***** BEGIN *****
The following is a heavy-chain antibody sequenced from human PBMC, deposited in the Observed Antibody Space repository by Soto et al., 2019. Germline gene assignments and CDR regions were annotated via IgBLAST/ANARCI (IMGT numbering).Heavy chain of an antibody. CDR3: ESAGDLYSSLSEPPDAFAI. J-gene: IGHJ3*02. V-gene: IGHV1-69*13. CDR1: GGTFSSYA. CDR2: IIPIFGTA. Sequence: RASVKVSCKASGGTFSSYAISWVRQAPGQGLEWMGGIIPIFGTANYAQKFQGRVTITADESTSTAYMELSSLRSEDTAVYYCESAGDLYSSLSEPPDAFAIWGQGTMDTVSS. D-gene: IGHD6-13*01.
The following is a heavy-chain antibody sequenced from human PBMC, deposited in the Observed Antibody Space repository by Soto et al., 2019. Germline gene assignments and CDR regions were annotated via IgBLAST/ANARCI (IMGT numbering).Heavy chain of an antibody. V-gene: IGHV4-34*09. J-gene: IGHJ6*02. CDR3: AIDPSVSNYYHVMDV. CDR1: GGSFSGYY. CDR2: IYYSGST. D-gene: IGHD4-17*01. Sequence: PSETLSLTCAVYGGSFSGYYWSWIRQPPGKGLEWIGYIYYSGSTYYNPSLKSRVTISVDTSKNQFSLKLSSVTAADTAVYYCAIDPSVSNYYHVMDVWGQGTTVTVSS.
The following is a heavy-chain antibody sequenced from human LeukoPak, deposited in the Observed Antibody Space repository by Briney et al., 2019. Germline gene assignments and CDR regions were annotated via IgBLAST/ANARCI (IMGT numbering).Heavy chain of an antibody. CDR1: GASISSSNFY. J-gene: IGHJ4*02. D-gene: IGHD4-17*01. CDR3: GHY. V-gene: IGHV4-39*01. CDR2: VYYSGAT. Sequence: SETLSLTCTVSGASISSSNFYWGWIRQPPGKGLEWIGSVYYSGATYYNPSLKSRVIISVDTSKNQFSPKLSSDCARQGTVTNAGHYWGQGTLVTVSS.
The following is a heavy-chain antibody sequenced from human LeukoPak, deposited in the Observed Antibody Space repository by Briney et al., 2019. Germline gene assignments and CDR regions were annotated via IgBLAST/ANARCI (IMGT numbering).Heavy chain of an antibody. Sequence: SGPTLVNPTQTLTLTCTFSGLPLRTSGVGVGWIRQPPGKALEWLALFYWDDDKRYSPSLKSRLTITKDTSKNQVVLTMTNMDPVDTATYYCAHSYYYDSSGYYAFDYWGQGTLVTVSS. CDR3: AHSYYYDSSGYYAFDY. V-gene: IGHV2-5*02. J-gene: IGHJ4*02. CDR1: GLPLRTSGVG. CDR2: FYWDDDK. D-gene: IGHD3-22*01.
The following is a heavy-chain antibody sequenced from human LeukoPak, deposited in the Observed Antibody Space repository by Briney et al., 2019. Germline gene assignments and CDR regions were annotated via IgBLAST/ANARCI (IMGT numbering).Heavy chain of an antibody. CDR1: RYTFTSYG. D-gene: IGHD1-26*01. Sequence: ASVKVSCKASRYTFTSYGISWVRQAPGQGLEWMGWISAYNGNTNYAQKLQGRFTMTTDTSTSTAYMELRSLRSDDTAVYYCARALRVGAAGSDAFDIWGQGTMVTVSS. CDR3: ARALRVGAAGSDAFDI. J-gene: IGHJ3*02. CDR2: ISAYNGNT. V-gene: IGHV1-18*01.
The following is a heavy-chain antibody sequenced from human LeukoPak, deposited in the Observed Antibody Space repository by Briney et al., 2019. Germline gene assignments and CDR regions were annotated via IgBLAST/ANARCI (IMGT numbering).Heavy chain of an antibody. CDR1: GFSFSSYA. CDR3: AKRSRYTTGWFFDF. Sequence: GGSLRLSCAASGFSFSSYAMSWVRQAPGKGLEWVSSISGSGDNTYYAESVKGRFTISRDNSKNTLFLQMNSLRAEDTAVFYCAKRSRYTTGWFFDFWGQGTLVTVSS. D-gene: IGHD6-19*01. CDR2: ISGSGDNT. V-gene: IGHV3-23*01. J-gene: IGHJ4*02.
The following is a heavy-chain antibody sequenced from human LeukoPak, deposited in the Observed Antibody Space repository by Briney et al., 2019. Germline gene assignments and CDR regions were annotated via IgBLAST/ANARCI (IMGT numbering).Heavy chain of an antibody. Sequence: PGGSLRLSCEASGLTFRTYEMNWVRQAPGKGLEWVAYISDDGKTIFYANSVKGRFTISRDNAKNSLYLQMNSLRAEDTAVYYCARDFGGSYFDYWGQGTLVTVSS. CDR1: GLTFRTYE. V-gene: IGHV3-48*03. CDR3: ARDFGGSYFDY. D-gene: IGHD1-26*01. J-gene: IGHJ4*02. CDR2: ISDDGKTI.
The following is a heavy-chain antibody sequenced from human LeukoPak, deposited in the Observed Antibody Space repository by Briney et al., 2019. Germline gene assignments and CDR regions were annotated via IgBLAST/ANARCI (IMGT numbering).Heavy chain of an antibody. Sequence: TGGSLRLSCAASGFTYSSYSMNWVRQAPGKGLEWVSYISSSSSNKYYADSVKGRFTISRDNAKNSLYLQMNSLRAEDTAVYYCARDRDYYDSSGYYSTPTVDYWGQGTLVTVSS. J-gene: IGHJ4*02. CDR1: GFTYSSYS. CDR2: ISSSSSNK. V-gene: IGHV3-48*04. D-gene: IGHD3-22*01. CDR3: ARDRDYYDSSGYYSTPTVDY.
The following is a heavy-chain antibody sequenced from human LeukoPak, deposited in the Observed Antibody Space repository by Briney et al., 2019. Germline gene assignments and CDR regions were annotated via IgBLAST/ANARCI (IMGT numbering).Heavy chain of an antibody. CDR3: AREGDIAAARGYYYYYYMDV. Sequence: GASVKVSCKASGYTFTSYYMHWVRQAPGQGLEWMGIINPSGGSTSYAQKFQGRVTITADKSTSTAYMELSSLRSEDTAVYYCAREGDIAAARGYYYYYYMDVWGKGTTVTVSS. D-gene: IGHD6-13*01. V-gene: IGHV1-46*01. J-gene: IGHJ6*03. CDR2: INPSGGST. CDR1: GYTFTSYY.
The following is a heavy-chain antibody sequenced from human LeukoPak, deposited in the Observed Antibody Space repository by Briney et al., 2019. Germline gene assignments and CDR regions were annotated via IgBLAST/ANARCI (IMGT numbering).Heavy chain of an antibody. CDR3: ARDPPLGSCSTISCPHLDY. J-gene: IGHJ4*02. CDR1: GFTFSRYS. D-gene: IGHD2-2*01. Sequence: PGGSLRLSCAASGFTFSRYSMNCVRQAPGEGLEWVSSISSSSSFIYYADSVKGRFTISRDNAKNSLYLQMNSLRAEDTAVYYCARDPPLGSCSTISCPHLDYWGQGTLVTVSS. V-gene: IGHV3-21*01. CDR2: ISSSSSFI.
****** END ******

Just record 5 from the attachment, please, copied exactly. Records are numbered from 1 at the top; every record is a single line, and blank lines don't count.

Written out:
The following is a heavy-chain antibody sequenced from human LeukoPak, deposited in the Observed Antibody Space repository by Briney et al., 2019. Germline gene assignments and CDR regions were annotated via IgBLAST/ANARCI (IMGT numbering).Heavy chain of an antibody. CDR1: RYTFTSYG. D-gene: IGHD1-26*01. Sequence: ASVKVSCKASRYTFTSYGISWVRQAPGQGLEWMGWISAYNGNTNYAQKLQGRFTMTTDTSTSTAYMELRSLRSDDTAVYYCARALRVGAAGSDAFDIWGQGTMVTVSS. CDR3: ARALRVGAAGSDAFDI. J-gene: IGHJ3*02. CDR2: ISAYNGNT. V-gene: IGHV1-18*01.